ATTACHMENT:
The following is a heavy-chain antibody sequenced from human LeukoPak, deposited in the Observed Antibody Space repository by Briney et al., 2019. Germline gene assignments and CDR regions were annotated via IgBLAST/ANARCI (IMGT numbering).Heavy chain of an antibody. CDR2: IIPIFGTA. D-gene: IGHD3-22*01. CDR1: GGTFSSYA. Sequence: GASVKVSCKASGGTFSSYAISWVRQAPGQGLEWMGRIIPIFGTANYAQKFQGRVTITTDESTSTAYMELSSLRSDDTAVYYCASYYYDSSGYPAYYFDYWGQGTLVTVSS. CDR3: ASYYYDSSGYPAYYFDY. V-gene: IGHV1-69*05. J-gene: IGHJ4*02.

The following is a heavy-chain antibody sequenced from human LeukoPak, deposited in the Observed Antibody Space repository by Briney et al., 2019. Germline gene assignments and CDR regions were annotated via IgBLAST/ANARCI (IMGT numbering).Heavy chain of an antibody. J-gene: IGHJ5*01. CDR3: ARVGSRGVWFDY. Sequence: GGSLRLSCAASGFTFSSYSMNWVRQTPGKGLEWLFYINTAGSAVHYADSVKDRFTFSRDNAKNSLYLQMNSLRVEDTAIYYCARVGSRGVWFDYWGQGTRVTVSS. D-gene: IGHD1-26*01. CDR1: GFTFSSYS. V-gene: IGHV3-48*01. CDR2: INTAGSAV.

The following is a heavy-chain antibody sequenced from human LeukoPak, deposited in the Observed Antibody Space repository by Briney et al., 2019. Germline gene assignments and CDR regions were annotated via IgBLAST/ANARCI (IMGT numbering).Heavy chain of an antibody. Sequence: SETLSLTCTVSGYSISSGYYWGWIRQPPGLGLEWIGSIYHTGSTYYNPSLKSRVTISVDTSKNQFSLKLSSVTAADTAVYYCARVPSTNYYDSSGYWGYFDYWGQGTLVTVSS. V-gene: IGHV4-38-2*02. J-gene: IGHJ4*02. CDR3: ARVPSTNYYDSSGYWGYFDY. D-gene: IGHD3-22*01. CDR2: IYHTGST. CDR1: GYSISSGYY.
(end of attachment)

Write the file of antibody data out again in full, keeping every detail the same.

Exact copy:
The following is a heavy-chain antibody sequenced from human LeukoPak, deposited in the Observed Antibody Space repository by Briney et al., 2019. Germline gene assignments and CDR regions were annotated via IgBLAST/ANARCI (IMGT numbering).Heavy chain of an antibody. CDR2: IIPIFGTA. D-gene: IGHD3-22*01. CDR1: GGTFSSYA. Sequence: GASVKVSCKASGGTFSSYAISWVRQAPGQGLEWMGRIIPIFGTANYAQKFQGRVTITTDESTSTAYMELSSLRSDDTAVYYCASYYYDSSGYPAYYFDYWGQGTLVTVSS. CDR3: ASYYYDSSGYPAYYFDY. V-gene: IGHV1-69*05. J-gene: IGHJ4*02.

The following is a heavy-chain antibody sequenced from human LeukoPak, deposited in the Observed Antibody Space repository by Briney et al., 2019. Germline gene assignments and CDR regions were annotated via IgBLAST/ANARCI (IMGT numbering).Heavy chain of an antibody. J-gene: IGHJ5*01. CDR3: ARVGSRGVWFDY. Sequence: GGSLRLSCAASGFTFSSYSMNWVRQTPGKGLEWLFYINTAGSAVHYADSVKDRFTFSRDNAKNSLYLQMNSLRVEDTAIYYCARVGSRGVWFDYWGQGTRVTVSS. D-gene: IGHD1-26*01. CDR1: GFTFSSYS. V-gene: IGHV3-48*01. CDR2: INTAGSAV.

The following is a heavy-chain antibody sequenced from human LeukoPak, deposited in the Observed Antibody Space repository by Briney et al., 2019. Germline gene assignments and CDR regions were annotated via IgBLAST/ANARCI (IMGT numbering).Heavy chain of an antibody. Sequence: SETLSLTCTVSGYSISSGYYWGWIRQPPGLGLEWIGSIYHTGSTYYNPSLKSRVTISVDTSKNQFSLKLSSVTAADTAVYYCARVPSTNYYDSSGYWGYFDYWGQGTLVTVSS. V-gene: IGHV4-38-2*02. J-gene: IGHJ4*02. CDR3: ARVPSTNYYDSSGYWGYFDY. D-gene: IGHD3-22*01. CDR2: IYHTGST. CDR1: GYSISSGYY.